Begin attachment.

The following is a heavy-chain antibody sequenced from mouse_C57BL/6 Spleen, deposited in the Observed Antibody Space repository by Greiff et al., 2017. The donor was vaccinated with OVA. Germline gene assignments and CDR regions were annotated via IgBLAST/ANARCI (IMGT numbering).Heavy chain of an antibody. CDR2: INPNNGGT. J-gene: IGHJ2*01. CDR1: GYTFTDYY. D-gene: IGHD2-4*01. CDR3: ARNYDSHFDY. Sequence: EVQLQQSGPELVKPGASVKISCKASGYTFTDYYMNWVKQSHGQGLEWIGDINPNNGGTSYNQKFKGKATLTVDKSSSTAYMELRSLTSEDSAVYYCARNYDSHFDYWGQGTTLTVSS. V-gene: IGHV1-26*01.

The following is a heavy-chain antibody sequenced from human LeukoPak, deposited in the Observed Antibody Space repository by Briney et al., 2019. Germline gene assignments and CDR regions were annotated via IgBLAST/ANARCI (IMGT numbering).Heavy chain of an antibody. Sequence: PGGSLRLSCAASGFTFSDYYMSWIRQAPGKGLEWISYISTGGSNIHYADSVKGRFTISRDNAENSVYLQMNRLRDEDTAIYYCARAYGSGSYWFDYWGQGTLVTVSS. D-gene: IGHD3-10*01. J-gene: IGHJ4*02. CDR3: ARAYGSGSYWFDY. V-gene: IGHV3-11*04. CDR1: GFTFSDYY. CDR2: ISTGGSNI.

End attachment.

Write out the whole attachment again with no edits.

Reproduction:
The following is a heavy-chain antibody sequenced from mouse_C57BL/6 Spleen, deposited in the Observed Antibody Space repository by Greiff et al., 2017. The donor was vaccinated with OVA. Germline gene assignments and CDR regions were annotated via IgBLAST/ANARCI (IMGT numbering).Heavy chain of an antibody. CDR2: INPNNGGT. J-gene: IGHJ2*01. CDR1: GYTFTDYY. D-gene: IGHD2-4*01. CDR3: ARNYDSHFDY. Sequence: EVQLQQSGPELVKPGASVKISCKASGYTFTDYYMNWVKQSHGQGLEWIGDINPNNGGTSYNQKFKGKATLTVDKSSSTAYMELRSLTSEDSAVYYCARNYDSHFDYWGQGTTLTVSS. V-gene: IGHV1-26*01.

The following is a heavy-chain antibody sequenced from human LeukoPak, deposited in the Observed Antibody Space repository by Briney et al., 2019. Germline gene assignments and CDR regions were annotated via IgBLAST/ANARCI (IMGT numbering).Heavy chain of an antibody. Sequence: PGGSLRLSCAASGFTFSDYYMSWIRQAPGKGLEWISYISTGGSNIHYADSVKGRFTISRDNAENSVYLQMNRLRDEDTAIYYCARAYGSGSYWFDYWGQGTLVTVSS. D-gene: IGHD3-10*01. J-gene: IGHJ4*02. CDR3: ARAYGSGSYWFDY. V-gene: IGHV3-11*04. CDR1: GFTFSDYY. CDR2: ISTGGSNI.